PersonAny natural person, firm, copartnership, association, corporation, or political subdivision.
PlansDrawings which show the location, character, and dimensions of the proposed occupancy and related highway features, including layouts, profiles, cross sections, drainage, and other details.
Property line clearanceThe distance measured along the pavement edge or curb between the property frontage boundary line and the near edge of the driveway.
Publication 43A Department publication, sometimes called Bulletin 43, containing requirements for the maintenance and protection of traffic on construction projects.
Publication 68A Department publication containing regulations governing the design, location, and operation of all official traffic signs, signals, and markings on and along highways.
Publication 90A Department publication containing requirements for work area traffic control during highway maintenance operations and utility work.
Right-of-wayThe area which has been acquired by the Department for highway purposes.
RoadwayThat portion of a highway improved, designed, or ordinarily used for vehicular travel, exclusive of the sidewalk or shoulder.
Roadway construction standardsDepartment Publication No. 72 containing the Departments design standards for roadway construction.
SecretaryThe Secretary of the Department.
SetbackThe lateral distance between the right-of-way line and the roadside building, liquid fuel pump island, display stand, or other object, which will result in space for vehicles to stop or park between such objects and the right-of-way line.
ShoulderThe portion of the roadway, contiguous to the traffic lanes, for accommodation of stopped vehicles, for emergency use, and for lateral support of base and surface courses and pavements.
Shoulder lineThe intersection of the shoulder slope with the side slope or ditch slope.
SidewalkA paved walkway, continuous for a reasonable distance and an integral part of the highway, constructed solely for use by pedestrians.
Stabilized materialAny aggregate such as aggregate cement, aggregate bituminous or lime pozzyolan, placed in such a manner as to provide a smooth, stable, all-weather surface not subject to undue raveling.
Stopping sight distanceThe distance required by a driver traveling at a given speed to stop the vehicle after an object on the roadway becomes visible to the driver.
SupplementAn amendment to a highway occupancy permit issued on Department Form M-945S.
Traveled wayThe portion of the roadway for the movement of vehicles, exclusive of shoulders and auxiliary lanes.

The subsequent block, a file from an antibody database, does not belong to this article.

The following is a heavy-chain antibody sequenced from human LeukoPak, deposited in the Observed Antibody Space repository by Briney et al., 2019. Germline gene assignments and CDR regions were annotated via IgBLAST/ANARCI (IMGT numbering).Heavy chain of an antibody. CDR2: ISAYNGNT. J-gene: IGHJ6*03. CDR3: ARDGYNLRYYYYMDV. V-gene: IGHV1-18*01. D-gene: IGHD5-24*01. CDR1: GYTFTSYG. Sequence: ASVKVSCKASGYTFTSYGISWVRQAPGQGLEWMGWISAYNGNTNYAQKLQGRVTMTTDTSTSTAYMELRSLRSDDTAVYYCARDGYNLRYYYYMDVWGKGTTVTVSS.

Traffic control deviceAny sign, signal, marking or device placed or erected for the purpose of regulating, warning, or guiding vehicular traffic or pedestrians, or both.
Turning radiusThe radius of an arc which approximates the turning path of the exterior corner of a vehicle.
VehicleEvery device in or by which any person or property is or may be transported or drawn upon a highway. The term includes special mobile equipment as defined in the Vehicle Code.
The provisions of this § 441.1 amended September 2, 2011, effective September 3, 2011, 41 Pa.B. 4772. Immediately preceding text appears at serial pages (317547) to (317548), (216111) to (216112) and (337737).
Notes of Decisions
The pavement cartway used for vehicular traffic was beyond the curb line which separated the highway from pedestrian traffic and was, therefore, the responsibility of the Commonwealth, not the city. Ruch v. City of Philadelphia, 587 A.2d 830 (Pa. Cmwlth. 1991); appeal denied 604 A.2d 251 (Pa. 1992).
Absent an agreement on maintenance at an intersection of a city street and a state highway, the State is responsible for maintaining only that portion of the vehicular intersection between actual or extended curb lines of its highway, without any reference to sidewalks; the city is responsible for maintaining crosswalks and other areas up to the actual or extended curb lines of the state highway at the vehicular intersection. Crigler v. City of Philadelphia, 667 A.2d 470 (Pa. Cmwlth. 1995).
The State is responsible for maintaining only those vehicular areas on its streets between curb lines. The crosswalk on the lane was not between existing curb lines available to vehicular traffic on the street; it is beyond the outer edge of the shoulder, along which curbing may be located on the street. Thus, the State would have no liability for plaintiffs injuries caused by a fall in a pothole on the crosswalk of the lane. Crigler v. City of Philadelphia, 667 A.2d 470 (Pa. Cmwlth. 1995).
This section cited in 67 Pa. Code § 441.8 (relating to driveway design requirements).